A: Well, like Alice, I am about to celebrate my 20th wedding anniversary with my husband. Unlike Alice, however, I did not receive an email soliciting me to participate in an anonymous online survey on marital satisfaction. And if I did, I would immediately dump it into my trash folder, because I know, after writing this book, how seductive and dangerous the act of confession can be. There are little bits of me in Alice, sure, but Alice is definitely her own person. Also she's nicer than me. And much more fluent with social media.

Q: You pay homage to Joseph Heller and Catch 22 with the title and with a few circumstances Alice faces during the course of your novel. Can you shed a little light on how that came to be and what it signifies?

A: I think marriage is a sort of Catch 22. It's strange how some of the little quirks and eccentricities of your mate that you found so charming in the beginning--that may have even contributed to you falling in love with them--20 years later are the things that drive you absolutely crazy.

Q: Many of the novel's characters, especially Alice, engage in social media like Facebook and Twitter. How do you think these methods of communication have changed our lives and the relationships we have with others? How have they changed yours?

A: I resisted Facebook and Twitter for a long time, and I confess I still find it challenging to post, tweet or blog. I get incredible stage fright trying to think of something clever to say. People will see it--or worse--ignore it. What if nobody "likes" it? What if nobody comments? It's like middle school every day! Part of what I wanted to explore in Wife 22 was whether social media brought us closer together or pushed us farther apart. I think it does both. I long for the old days when my husband and son and I would watch a TV show together. I mean really watch it, without our attention constantly flickering to the device on our laps. Watching TV in my household is not a passive act. We're always talking back to the TV, commenting, laughing: that's ridiculous, who told her she could sing? On the other hand I learn things about my husband every day through Facebook. New things. What he's thinking, what he's reading, what he's doing. Facebook allows us to be strangers to one another, to be voyeurs, but in a safe way. There's something about that distance that's titillating.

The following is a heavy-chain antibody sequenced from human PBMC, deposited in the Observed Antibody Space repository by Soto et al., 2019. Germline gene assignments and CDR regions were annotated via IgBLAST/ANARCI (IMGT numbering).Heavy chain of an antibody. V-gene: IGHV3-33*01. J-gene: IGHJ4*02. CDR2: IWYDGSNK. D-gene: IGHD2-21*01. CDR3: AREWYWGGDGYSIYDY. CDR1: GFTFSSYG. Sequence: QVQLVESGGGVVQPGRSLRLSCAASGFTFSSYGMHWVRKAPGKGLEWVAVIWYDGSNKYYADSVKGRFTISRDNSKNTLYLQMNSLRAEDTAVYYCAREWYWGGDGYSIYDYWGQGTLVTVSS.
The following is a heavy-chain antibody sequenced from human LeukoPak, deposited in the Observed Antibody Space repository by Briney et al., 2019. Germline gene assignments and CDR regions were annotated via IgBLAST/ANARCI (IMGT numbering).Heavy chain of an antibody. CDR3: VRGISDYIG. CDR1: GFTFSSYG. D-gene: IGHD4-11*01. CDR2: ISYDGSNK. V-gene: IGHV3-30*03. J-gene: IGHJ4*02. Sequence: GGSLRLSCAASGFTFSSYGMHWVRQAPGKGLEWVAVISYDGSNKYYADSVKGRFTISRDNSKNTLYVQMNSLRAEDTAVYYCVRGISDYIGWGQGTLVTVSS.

Q: You've said, "Confession is a powerful aphrodisiac." Can you elaborate?

A: Anonymous confession? The chance to tell the absolute truth to a stranger? A stranger who doesn't judge, who listens intently, who asks all the right questions? That's very sexy.

(retrieved from Amazon Thu, 12 Mar 2015 18:12:40 -0400)

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Baring her soul in an anonymous survey for a marital happiness study, Alice catalogues her stale marriage, unsatisfying job and unfavorable prospects and begins to question virtually every aspect of her life.

(summary from another edition)